President Barack Obama's approval rating is rising as more Americans feel optimistic about the economy, according to a CNN/ORC poll
For the first time since May 2013, more Americans believe Obama is doing a good job (48 percent) than think he is not (47 percent), according to the survey.
Fueling the president's rise in the poll are the positive sentiments Americans have about the current and future state of the economy.
For the first time since Obama assumed office, more Americans (52 percent) rate the economy as very or somewhat good, compared to 48 percent who view it as poor or somewhat poor, reports CNN
An even greater percentage (60 percent) have confidence the economy will be in positive territory at this time next year, while just 38 percent say the economy will be in worse shape. The tally represents the most positive outlook since the peak of the 2012 election campaign.
The survey also finds the president making gains among young people and liberal Democrats, both critical components of Obama's base.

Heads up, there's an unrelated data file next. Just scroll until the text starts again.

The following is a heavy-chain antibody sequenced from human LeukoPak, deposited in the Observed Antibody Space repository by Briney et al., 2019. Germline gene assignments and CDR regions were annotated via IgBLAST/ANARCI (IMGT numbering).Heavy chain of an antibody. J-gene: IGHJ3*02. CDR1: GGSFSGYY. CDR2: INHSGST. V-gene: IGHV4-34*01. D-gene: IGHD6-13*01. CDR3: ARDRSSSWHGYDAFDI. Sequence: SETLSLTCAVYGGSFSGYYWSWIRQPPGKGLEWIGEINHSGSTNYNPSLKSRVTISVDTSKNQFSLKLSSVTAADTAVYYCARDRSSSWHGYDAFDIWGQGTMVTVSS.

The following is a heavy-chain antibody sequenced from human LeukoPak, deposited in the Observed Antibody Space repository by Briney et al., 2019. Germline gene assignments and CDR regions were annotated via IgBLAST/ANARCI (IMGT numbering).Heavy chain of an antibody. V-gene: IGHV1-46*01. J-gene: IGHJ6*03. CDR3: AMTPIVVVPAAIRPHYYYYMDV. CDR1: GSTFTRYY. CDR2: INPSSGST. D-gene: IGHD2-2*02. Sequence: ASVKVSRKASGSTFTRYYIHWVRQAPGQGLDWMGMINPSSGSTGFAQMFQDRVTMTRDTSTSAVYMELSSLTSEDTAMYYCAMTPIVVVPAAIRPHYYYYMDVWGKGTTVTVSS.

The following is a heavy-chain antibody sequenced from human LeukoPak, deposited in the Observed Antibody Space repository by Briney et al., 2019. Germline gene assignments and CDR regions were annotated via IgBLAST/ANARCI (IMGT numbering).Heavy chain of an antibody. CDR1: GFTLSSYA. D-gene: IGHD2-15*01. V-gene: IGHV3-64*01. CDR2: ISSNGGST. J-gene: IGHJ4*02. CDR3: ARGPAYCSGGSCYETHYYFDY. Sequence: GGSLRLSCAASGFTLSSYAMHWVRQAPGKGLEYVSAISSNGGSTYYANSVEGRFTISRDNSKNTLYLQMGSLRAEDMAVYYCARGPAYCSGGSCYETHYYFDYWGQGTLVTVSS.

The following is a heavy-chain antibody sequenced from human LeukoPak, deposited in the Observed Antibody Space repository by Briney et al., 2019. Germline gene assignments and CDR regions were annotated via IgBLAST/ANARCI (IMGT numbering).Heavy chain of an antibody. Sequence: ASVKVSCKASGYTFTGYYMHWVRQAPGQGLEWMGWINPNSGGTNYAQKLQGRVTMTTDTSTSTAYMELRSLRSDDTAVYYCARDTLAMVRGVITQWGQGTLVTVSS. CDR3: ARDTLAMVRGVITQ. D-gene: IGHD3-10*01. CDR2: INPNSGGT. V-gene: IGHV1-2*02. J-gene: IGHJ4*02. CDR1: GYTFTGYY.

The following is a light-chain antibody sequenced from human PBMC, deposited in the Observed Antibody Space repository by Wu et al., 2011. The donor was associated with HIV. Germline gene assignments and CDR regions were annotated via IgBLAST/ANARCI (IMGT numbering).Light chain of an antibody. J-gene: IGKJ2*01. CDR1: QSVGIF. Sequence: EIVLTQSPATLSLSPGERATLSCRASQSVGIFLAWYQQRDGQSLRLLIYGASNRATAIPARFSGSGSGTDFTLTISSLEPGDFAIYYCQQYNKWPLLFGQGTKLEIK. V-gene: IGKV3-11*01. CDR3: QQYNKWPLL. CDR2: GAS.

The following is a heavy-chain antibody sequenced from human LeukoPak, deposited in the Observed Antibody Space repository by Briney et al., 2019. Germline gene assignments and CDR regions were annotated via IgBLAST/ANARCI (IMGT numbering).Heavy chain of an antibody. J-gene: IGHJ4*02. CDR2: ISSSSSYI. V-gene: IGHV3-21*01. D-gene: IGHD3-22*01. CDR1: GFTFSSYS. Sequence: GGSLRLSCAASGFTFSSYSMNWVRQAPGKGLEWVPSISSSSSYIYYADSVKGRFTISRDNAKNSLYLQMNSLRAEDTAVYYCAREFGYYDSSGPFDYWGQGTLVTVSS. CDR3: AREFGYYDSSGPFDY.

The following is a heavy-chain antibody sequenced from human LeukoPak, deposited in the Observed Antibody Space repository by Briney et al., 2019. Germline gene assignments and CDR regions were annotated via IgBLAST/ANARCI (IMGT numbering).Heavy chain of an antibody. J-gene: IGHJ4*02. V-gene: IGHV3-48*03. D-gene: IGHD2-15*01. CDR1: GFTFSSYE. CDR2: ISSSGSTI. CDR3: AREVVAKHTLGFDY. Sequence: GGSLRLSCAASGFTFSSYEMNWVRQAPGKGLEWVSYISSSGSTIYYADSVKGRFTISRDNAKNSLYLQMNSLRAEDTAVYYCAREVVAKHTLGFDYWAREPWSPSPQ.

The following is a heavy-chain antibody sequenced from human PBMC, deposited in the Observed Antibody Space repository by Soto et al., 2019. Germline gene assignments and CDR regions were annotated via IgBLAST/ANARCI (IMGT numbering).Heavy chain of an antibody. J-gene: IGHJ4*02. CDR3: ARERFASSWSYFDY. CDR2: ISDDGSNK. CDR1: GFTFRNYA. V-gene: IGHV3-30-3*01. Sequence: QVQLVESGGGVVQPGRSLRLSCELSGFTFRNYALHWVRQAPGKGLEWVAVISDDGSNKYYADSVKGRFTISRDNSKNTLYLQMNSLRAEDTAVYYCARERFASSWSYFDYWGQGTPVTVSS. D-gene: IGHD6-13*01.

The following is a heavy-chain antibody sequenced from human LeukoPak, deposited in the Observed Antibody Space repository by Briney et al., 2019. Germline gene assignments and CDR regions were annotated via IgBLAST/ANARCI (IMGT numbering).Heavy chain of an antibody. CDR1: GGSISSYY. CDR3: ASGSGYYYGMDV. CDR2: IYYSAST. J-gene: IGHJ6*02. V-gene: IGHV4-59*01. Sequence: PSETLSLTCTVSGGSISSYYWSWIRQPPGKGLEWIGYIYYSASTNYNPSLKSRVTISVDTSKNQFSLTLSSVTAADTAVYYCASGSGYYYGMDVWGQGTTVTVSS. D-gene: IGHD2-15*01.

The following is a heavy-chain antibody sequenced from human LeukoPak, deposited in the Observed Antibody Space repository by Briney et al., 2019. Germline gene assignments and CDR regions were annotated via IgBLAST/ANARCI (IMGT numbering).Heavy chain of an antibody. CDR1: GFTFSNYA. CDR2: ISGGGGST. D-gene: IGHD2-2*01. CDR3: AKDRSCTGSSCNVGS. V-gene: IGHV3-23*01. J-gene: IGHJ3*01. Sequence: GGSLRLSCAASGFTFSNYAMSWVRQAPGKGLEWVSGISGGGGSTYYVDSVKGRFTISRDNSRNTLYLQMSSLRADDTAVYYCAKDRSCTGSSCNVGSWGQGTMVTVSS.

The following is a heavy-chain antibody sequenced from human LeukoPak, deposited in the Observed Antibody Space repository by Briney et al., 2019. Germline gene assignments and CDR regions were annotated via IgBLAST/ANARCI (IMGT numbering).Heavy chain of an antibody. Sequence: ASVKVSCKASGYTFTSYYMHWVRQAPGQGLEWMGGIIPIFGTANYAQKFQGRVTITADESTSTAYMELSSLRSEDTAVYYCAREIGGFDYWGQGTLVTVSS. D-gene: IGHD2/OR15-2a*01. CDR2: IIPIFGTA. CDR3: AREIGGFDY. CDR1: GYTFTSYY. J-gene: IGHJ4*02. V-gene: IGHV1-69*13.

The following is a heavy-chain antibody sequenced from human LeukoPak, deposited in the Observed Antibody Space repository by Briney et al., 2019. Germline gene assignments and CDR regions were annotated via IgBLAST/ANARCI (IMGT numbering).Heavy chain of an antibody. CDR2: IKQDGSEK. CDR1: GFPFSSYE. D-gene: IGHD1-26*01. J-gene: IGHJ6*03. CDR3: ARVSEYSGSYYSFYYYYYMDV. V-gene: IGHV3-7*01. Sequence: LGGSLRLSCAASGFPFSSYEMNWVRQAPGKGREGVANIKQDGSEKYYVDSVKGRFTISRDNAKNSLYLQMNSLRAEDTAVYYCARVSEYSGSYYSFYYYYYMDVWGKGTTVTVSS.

The president saw his ratings among women rise from 47 percent approval last month to 51 percent in the latest survey, while his disapproval dropped six points, from 49 percent last month to 43 percent.
Among liberals, Obama saw his ratings improve from 90 percent in March to 97 percent, according to the poll.
The CNN/ORC survey echoes the positive feelings toward the economy found in a recent Gallup poll.
According to the Gallup survey released on April 17, the view of Americans about their own finances was at the highest point since 2004.
More than half of those polled (52 percent) believe their financial situation is "getting better," while just one-third of Americans feel their finances are "getting worse."
Gallup analyst Art Swift attributed the positive trend to low gas prices, which is putting more money into American consumers' pockets.
"Americans are also more positive about the national economy — Gallup's Economic Confidence Index has been generally higher in 2015 than last year — reaching positive territory for the first time in years.
"The economy has been creating more jobs than in previous years as well, with unemployment at 5.5 percent, nearly half of what it was five years ago," said Swift.
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